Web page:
Few weeds come up as quickly and resiliently as common groundsel.
Also known as old-man-in-the-spring, this European annual weed prefers Morgan Hill’s cool, wet winter weather, dying off each summer, but it never fails to return each year.
Common groundsel description
Like other members of the sunflower family, common groundsel (Senecio vulgaris) features a sunny yellow flower. Akin to dandelion, mature seed heads transform into puffballs that fly on every breeze. The flowers of common groundsel are smaller than dandelions, and the green bracts have black tips. The plant has an upright growth, normally growing 16 inches tall.
Common groundsel features pinnately lobed leaves (with matching loops and curves on either side) that may be toothed along the edges. Leaves are smaller near the top of the plant and may be covered with fine hairs. The leaves are sessile, which means they attach directly to the plant. The stems are hollow and the root system is a shallow taproot.
If robbing nearby garden plants of sunlight and nutrients wasn’t bad enough, common groundsel is also a carrier of several fungal diseases. It can host Cineraria leaf rust (Coleosporium tussilagini). It can also carry the fungus that causes black rot, another fungal disease that can affect citrus, chickpeas, cucurbits, such as cucumber and melon, tomatoes and peas.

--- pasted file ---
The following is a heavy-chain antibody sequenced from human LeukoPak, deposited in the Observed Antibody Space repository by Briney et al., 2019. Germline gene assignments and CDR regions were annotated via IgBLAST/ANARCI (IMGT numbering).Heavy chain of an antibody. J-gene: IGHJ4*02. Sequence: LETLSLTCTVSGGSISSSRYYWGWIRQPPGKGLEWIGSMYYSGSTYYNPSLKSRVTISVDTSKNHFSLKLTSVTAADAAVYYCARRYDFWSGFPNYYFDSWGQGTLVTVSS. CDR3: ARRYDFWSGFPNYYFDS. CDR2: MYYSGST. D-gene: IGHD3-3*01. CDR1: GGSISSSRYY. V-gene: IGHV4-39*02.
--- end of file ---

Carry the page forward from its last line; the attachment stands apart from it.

A toxic weed
While hailed as a medicinal plant by some, common groundsel contains chemicals, called pyrrolizidine alkaloids that can cause irreparable liver damage. You’d have to eat an awful lot of it, but you may want to avoid feeding it to your chickens, just to be on the safe side.
Controlling common groundsel
Common groundsel is self-pollinating. Each plant can produce 1,700 seeds, and there can be three generations per year. That ends up being a lot of weeds! The best way to control common groundsel is to prevent it from spreading in the first place. This means snatching seed heads any time they are seen and tossing them in the trash. Seedlings are far easier to pull than mature plants, so learn to recognize them and pull them out every time they are seen. Heavy common groundsel infestations can be slowed or halted with sheet mulching.
As with all weeds, this is an ongoing battle. Because these plants carry disease, it is better to be vigilant.
Kate Russell is a UCCE Master Gardener in Santa Clara County. For information, visit mgsantaclara.ucanr.edu or call 408.282.3105 between 9:30am-12:30pm Monday through Friday.